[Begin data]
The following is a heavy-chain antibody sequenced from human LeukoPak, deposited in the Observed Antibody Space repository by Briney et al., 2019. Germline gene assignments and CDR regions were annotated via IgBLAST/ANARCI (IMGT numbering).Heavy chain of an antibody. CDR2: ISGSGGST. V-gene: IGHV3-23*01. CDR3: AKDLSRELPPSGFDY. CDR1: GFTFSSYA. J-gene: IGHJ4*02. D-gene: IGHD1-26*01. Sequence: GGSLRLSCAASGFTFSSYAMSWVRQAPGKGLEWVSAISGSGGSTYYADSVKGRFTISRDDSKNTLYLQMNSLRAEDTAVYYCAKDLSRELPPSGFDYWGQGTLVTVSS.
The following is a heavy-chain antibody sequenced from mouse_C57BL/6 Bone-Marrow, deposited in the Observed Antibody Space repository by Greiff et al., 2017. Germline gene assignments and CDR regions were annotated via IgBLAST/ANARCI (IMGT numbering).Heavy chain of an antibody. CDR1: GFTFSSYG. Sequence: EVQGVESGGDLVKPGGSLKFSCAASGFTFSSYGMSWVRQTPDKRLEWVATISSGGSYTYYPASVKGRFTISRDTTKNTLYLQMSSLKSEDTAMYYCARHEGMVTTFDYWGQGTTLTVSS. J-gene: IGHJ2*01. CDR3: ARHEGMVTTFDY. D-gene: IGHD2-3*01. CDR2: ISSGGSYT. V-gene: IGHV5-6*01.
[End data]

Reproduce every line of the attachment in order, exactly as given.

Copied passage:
The following is a heavy-chain antibody sequenced from human LeukoPak, deposited in the Observed Antibody Space repository by Briney et al., 2019. Germline gene assignments and CDR regions were annotated via IgBLAST/ANARCI (IMGT numbering).Heavy chain of an antibody. CDR2: ISGSGGST. V-gene: IGHV3-23*01. CDR3: AKDLSRELPPSGFDY. CDR1: GFTFSSYA. J-gene: IGHJ4*02. D-gene: IGHD1-26*01. Sequence: GGSLRLSCAASGFTFSSYAMSWVRQAPGKGLEWVSAISGSGGSTYYADSVKGRFTISRDDSKNTLYLQMNSLRAEDTAVYYCAKDLSRELPPSGFDYWGQGTLVTVSS.
The following is a heavy-chain antibody sequenced from mouse_C57BL/6 Bone-Marrow, deposited in the Observed Antibody Space repository by Greiff et al., 2017. Germline gene assignments and CDR regions were annotated via IgBLAST/ANARCI (IMGT numbering).Heavy chain of an antibody. CDR1: GFTFSSYG. Sequence: EVQGVESGGDLVKPGGSLKFSCAASGFTFSSYGMSWVRQTPDKRLEWVATISSGGSYTYYPASVKGRFTISRDTTKNTLYLQMSSLKSEDTAMYYCARHEGMVTTFDYWGQGTTLTVSS. J-gene: IGHJ2*01. CDR3: ARHEGMVTTFDY. D-gene: IGHD2-3*01. CDR2: ISSGGSYT. V-gene: IGHV5-6*01.